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Training Camp Preview: Cleveland Browns have talented, yet crowded backfield

The Cleveland Browns have depth and talent in the backfield heading into training camp in 2019.

CLEVELAND — The Cleveland Browns have no shortage of playmakers on the roster at running back heading into training camp for the 2019 season.

With Nick Chubb emerging as a No. 1 option despite being underutilized over the first half of the 2018 season, veteran Duke Johnson Jr. continuing to be a factor in the passing game and the signing of controversial talent Kareem Hunt in February, there are plenty of options when it comes to the running backs.

The key going forward is figuring out if Johnson Jr. can work without being a distraction if his trade demand is not met.

“I expect Duke to be a professional, and I think he will be,” coach Freddie Kitchens said during mandatory minicamp last month. “He has never been anything but a professional. Whatever his personal feelings are, those are his personal feelings. I am not going to dictate someone’s feelings.

“Just because we sign another good player does not mean that someone else has to get traded. I have said that. I love good players, and we have some good players. Now, we just have to come together as a team, and I have a good feeling that Duke will do that.”

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Nine-hundred, ninety-six

Chubb finished the 2018 season, one in which he saw limited time in the first seven games, with 996 yards and eight touchdowns on 192 carries. Chubb had 11 20-yard runs, four 40-yard bursts and 47 first-down conversions.

A second-round pick in the 2018 NFL Draft out of the University of Georgia, Chubb rushed for 788 of his 996 yards and five of his eight touchdowns on 140 carries under Kitchens’ direction. After midseason changes in the coaching staff, Chubb averaged 5.63 yards per carry and became a contributing player in the passing game as well.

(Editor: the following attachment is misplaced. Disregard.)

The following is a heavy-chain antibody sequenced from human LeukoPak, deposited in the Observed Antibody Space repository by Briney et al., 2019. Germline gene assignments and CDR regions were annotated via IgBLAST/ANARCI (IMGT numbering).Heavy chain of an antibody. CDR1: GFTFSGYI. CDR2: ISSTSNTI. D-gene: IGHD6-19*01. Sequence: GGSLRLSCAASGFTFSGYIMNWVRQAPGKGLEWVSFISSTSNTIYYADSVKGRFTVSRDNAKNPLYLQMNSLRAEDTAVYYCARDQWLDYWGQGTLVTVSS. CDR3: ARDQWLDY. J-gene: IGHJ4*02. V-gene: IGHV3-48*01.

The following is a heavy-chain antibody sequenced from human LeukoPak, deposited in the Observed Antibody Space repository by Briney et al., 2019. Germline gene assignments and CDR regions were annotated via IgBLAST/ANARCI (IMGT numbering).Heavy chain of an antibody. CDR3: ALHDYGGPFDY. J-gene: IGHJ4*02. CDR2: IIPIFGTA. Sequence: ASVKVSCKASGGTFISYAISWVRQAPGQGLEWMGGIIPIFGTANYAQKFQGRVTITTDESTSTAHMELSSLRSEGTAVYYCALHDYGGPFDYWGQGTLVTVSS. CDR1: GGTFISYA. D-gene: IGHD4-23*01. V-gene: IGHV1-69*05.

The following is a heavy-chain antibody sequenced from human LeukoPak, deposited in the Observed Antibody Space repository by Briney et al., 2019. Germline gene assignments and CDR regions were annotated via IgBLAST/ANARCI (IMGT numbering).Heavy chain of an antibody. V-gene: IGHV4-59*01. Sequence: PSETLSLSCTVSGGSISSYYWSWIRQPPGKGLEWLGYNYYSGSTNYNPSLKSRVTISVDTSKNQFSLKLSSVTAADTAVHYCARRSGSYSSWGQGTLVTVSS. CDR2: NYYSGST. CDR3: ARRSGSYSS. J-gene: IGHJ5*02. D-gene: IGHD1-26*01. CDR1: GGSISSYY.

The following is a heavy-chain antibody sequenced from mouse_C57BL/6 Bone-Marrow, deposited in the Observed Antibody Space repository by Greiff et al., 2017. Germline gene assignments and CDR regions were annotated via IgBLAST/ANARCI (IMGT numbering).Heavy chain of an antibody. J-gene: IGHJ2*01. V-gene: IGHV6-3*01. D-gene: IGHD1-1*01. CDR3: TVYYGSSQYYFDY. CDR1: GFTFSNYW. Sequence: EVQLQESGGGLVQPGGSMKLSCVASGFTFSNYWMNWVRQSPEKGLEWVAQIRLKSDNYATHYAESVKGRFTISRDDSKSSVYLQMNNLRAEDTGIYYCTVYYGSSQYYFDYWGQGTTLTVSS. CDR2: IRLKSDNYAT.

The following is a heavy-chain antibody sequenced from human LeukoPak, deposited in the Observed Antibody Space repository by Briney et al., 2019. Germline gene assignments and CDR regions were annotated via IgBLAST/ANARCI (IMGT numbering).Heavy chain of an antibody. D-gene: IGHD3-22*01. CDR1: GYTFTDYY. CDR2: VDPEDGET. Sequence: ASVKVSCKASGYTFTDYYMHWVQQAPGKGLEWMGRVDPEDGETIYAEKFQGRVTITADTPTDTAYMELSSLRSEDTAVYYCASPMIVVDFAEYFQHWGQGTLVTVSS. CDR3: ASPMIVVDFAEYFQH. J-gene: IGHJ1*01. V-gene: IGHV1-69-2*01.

“If we didn’t have so much talent here, I think Nick could be a guy that can have 1,000 yards rushing and 1,000 yards receiving,” running back coach Stump Mitchell said. “He’s that’s good.

“Will that happen? I don’t know because we’ve got a lot of talent, but he is talented enough to do that.”

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Since his release from the Kansas City Chiefs in late November of 2018 because of a physical altercation involving a woman at The 9 Hotel/apartment complex in Cleveland, Hunt has sought counselling for his off-the-field issues.

Following a lengthy NFL investigation, Hunt was subsequently suspended for the first eight games of the 2019 regular season.

In two years with the Chiefs, Hunt rushed for 2,151 yards and 15 touchdowns with 106 first downs, 19 plays going for at least 20 yards and four 40-yard gains. Additionally, Hunt caught 79 passes out of the backfield for 833 yards and 10 touchdowns, including a single-season career high of seven in 2018.

Credit: Matt Florjancic
Cleveland Browns running back Kareem Hunt hustles through the ropes during a drill at organized team activities practice at team headquarters in Berea Thursday.

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As a rookie in 2017, Hunt went from not expected to have a large role in the offense to rushing for an NFL-best 1,327 yards on 272 carries, an average of 4.9 yards per attempt, which earned him a spot on the AFC Pro Bowl team.

“He realizes the magnitude of the egregious offense that he has committed,” GM John Dorsey said after signing Hunt. “He is truly remorseful. He has taken steps to seek professional counseling with regards to trying to become a better person moving forward.

“I think that is all you can ask for in these types of situations. I do want to add this: This is one of those situations that by no means is it a guarantee. He’s got to earn the trust of everybody within this organization, with everybody within the community of Cleveland moving forward.”